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The Shawnee News-Star
Information to help you around your home, yard, garden or acreage.
Stop the Chirping!!
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About this blog
By Sonya McDaniel
Sonya McDaniel I have been an OSU Extension Educator for over 10 years providing individuals and families with information about healthy cooking and eating, simple money management tips, steps to making housework and daily routines easier and how ...
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OSU Extension's Green Acres
Sonya McDaniel I have been an OSU Extension Educator for over 10 years providing individuals and families with information about healthy cooking and eating, simple money management tips, steps to making housework and daily routines easier and how to deal with daily life issues. I live on a small working ranch in Pottawatomie County with my husband, dogs, cat, sheep and cows. We enjoy growing a small garden and turning the produce into yummy treats for the rest of the year. Although I grew up a city girl from Missouri, I enjoy the simpler life of country living with the suburban flare of Shawnee. My joys in life are: watching young kids learn new skills and be successful, singing at church every Sunday, watching things grow (other than weeds!), and hanging out with my friends and family.
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By Sonya McDaniel
March 8, 2013 12:01 a.m.



It’s that time of year!  This Sunday, March 10, is time for us to “Spring Forward”, which also means it’s time to change the batteries in all of your smoke alarms and carbon monoxide detectors.  Everyone should test their alarms and detectors once a month, but it is very important to change the batteries once a year.  It could save a life according to the Safe Kids Coalition!

In fact, having a working smoke alarm reduces a person's chance of dying in a fire by half.

Smoke alarms should be installed on every level of your home, outside every sleeping area, and in every bedroom. Smoke alarms should be mounted high on walls or ceilings.  Carbon Monoxide detectors should be in homes which use propane or natural gas, and should be placed near or in rooms where gas appliances are located.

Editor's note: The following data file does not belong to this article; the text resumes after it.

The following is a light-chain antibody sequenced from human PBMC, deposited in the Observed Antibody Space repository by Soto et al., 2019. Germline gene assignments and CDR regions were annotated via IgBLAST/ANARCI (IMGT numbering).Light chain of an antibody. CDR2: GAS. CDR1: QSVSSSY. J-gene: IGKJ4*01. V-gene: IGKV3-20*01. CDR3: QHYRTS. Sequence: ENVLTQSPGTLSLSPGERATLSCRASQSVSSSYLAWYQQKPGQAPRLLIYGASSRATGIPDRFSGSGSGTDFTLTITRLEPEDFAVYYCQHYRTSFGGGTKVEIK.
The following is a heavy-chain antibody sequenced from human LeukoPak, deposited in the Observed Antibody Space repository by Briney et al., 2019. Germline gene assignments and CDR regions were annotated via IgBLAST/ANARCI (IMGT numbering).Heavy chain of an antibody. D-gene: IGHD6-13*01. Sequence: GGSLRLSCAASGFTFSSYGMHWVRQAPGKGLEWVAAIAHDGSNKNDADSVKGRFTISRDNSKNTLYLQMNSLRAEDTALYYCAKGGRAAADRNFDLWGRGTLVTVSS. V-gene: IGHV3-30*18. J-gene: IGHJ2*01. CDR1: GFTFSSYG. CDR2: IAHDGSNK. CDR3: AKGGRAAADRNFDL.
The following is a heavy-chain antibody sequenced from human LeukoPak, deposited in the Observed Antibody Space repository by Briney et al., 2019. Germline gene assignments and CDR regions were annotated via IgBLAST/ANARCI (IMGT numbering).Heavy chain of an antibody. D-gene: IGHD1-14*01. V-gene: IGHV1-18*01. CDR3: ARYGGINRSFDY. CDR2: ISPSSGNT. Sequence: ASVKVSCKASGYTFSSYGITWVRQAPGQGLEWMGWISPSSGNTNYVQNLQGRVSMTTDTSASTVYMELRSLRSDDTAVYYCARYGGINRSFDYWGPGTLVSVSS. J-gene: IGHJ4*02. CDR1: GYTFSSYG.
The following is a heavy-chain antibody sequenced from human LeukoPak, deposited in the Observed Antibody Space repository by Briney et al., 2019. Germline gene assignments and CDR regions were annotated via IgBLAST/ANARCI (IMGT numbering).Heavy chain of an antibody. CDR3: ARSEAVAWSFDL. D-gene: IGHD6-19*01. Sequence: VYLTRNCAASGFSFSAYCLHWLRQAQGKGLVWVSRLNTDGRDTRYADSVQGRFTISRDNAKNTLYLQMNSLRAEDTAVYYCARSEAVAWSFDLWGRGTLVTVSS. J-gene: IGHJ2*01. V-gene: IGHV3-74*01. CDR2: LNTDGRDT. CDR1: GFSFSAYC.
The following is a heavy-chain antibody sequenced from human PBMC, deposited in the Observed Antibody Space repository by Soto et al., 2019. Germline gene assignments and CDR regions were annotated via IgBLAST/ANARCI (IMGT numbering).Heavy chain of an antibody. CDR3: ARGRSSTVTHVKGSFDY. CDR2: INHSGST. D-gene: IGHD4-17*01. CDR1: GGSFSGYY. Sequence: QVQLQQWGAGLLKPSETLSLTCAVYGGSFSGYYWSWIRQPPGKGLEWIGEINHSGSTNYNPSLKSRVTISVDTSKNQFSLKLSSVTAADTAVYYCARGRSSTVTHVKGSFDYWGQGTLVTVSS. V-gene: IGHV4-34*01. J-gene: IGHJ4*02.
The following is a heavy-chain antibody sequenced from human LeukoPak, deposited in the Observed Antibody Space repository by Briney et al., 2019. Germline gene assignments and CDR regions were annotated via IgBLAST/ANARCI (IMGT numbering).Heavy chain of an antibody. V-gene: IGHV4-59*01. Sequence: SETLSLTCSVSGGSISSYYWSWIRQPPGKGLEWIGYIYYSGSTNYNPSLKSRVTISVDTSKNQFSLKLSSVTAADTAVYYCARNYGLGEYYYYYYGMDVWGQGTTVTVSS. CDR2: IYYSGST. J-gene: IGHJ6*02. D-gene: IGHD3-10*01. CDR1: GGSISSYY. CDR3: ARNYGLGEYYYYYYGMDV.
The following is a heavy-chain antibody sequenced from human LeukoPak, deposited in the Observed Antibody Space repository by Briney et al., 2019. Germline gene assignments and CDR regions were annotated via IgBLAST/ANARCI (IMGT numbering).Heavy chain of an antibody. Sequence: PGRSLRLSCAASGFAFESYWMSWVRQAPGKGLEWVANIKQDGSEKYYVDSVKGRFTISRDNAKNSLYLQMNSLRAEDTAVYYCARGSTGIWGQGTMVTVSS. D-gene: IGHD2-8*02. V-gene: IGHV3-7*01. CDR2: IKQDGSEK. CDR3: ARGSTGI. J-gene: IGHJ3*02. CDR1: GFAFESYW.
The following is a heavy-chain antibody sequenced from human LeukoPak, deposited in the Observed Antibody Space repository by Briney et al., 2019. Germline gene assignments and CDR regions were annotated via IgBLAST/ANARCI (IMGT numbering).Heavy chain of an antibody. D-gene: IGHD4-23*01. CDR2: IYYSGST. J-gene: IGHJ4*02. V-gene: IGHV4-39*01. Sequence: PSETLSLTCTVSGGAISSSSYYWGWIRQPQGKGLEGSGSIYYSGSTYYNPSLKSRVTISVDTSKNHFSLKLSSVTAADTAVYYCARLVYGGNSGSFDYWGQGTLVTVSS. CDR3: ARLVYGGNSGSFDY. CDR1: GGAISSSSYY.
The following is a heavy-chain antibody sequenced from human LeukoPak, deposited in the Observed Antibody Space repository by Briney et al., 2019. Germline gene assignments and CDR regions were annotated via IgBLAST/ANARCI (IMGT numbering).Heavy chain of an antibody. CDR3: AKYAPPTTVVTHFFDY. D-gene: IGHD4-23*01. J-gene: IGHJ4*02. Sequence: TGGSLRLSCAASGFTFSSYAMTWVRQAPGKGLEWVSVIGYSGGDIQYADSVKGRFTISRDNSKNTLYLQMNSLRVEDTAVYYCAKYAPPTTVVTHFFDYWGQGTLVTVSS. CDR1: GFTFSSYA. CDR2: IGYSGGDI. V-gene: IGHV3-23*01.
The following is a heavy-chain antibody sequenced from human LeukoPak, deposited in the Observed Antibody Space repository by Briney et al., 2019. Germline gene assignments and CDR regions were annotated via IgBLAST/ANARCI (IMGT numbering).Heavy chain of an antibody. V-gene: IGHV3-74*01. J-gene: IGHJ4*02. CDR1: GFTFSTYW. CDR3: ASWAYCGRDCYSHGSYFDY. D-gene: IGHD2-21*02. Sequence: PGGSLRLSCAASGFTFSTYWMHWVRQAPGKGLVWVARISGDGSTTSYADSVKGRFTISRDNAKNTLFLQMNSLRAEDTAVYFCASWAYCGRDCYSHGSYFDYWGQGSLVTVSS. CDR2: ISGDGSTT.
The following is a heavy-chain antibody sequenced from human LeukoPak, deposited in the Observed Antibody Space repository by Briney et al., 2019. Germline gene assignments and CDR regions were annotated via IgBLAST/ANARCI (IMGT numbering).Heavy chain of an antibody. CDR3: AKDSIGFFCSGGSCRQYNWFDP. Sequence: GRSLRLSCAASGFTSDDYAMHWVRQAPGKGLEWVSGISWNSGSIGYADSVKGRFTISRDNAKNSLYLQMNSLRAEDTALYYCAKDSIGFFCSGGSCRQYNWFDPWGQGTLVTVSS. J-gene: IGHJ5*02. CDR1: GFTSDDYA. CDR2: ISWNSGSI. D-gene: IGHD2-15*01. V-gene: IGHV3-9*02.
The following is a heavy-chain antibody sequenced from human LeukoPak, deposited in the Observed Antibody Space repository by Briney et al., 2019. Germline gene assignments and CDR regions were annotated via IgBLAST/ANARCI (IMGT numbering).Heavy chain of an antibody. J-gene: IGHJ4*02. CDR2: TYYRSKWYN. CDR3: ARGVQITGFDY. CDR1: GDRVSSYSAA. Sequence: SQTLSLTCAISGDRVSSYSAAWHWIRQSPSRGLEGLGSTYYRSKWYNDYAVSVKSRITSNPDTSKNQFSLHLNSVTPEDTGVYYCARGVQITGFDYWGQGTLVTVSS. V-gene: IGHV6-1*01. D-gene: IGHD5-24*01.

Even if your smoke alarms are hardwired, replace the batteries in case of a chirping sound or a power outage.  Remember there are high risks of fire or carbon monoxide poisoning when the power goes out and you are using alternative heating/lighting sources (candles, lamps, propane heat, etc.)  

Reminder: Smoke alarms and detectors do not last forever!  The maximum life span is 8-10 years. After that time, the entire unit should be replaced. If the unit does not respond properly when tested, it should be replaced immediately.

This experience just happened at my house this week.  Our carbon monoxide detector started chirping, and didn’t stop even after new batteries were installed.  My husband then noticed some messages on the back which told us “this device will beep every 30 seconds without stopping after the device had been installed for 7 years.  Replace the unit”.  Sure enough, we installed that device not long after we moved into our home seven years ago in February! 

Alarms and detectors are a small price to pay for the safety of your family.  Don’t forget to properly maintain them so they work correctly.  If you are unable to safely check or install your smoke alarm or carbon monoxide detectors, contact your local Fire Department and they are able to provide this service for you.  They would rather come see you without their sirens going, I can assure you!!      

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